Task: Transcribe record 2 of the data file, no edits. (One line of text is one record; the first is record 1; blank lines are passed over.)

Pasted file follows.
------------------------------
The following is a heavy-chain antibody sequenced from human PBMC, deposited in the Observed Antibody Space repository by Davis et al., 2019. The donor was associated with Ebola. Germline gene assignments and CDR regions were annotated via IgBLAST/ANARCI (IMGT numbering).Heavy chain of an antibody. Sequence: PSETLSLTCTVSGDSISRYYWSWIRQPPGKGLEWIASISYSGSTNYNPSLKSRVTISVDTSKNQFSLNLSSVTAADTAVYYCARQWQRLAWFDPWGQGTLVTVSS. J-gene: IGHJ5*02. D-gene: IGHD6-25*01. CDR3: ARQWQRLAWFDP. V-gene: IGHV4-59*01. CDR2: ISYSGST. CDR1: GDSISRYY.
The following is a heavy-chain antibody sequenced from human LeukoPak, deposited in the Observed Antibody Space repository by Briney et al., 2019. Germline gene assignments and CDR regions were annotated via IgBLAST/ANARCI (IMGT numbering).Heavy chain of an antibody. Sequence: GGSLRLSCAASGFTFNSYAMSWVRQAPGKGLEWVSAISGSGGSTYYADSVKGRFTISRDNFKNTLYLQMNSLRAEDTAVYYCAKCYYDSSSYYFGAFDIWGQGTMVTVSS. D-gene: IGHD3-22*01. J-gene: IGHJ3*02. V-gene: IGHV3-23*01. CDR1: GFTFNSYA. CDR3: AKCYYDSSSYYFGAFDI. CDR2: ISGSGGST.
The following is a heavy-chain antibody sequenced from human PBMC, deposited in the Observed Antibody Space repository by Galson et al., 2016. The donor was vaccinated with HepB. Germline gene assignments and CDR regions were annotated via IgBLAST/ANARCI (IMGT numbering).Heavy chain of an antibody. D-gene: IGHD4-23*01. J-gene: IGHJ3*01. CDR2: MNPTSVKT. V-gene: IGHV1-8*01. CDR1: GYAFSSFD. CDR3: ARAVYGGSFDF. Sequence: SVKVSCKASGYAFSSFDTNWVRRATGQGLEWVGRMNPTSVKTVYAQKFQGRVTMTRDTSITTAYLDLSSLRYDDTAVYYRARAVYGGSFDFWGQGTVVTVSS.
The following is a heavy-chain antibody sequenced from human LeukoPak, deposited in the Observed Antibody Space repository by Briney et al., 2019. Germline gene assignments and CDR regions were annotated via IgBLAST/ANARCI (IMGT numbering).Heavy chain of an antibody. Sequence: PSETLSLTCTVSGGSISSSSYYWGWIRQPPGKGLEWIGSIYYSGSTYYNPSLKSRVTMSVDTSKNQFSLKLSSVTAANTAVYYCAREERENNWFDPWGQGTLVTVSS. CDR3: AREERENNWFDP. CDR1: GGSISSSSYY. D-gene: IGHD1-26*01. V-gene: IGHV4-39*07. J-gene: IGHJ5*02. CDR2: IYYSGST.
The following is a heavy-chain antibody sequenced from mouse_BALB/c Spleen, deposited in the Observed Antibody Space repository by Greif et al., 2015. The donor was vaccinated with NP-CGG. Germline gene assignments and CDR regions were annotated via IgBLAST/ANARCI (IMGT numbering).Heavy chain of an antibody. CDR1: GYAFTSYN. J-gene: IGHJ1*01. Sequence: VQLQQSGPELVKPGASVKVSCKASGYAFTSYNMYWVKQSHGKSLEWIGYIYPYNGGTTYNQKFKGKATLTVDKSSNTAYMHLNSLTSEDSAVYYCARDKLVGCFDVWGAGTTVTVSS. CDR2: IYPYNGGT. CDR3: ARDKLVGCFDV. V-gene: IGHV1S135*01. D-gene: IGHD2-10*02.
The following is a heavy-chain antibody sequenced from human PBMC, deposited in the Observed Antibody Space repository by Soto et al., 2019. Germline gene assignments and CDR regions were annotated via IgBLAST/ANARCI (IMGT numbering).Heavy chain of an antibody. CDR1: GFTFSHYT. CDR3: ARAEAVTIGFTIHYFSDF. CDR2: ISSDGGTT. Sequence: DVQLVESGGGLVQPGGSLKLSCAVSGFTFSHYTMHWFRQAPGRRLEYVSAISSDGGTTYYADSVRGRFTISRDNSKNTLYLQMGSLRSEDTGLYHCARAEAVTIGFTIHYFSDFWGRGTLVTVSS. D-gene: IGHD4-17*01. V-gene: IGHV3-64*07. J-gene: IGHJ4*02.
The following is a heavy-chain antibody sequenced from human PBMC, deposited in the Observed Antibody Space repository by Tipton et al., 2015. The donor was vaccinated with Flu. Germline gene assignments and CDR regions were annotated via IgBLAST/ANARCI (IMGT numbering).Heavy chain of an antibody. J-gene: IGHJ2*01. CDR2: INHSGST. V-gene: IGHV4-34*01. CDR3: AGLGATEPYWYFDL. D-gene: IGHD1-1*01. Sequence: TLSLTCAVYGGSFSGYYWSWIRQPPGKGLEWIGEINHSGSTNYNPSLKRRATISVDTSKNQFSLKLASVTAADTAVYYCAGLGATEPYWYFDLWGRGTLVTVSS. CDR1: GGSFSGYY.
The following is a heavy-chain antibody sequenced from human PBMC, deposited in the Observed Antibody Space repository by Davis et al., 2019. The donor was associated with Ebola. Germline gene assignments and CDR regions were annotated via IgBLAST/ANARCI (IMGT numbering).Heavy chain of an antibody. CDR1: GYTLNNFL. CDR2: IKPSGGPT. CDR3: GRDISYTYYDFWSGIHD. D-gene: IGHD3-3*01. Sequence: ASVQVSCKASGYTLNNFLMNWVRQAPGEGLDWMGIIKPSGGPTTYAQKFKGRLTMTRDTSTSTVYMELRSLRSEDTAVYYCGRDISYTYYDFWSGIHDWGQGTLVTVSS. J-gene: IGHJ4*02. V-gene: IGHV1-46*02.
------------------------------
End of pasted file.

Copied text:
The following is a heavy-chain antibody sequenced from human LeukoPak, deposited in the Observed Antibody Space repository by Briney et al., 2019. Germline gene assignments and CDR regions were annotated via IgBLAST/ANARCI (IMGT numbering).Heavy chain of an antibody. Sequence: GGSLRLSCAASGFTFNSYAMSWVRQAPGKGLEWVSAISGSGGSTYYADSVKGRFTISRDNFKNTLYLQMNSLRAEDTAVYYCAKCYYDSSSYYFGAFDIWGQGTMVTVSS. D-gene: IGHD3-22*01. J-gene: IGHJ3*02. V-gene: IGHV3-23*01. CDR1: GFTFNSYA. CDR3: AKCYYDSSSYYFGAFDI. CDR2: ISGSGGST.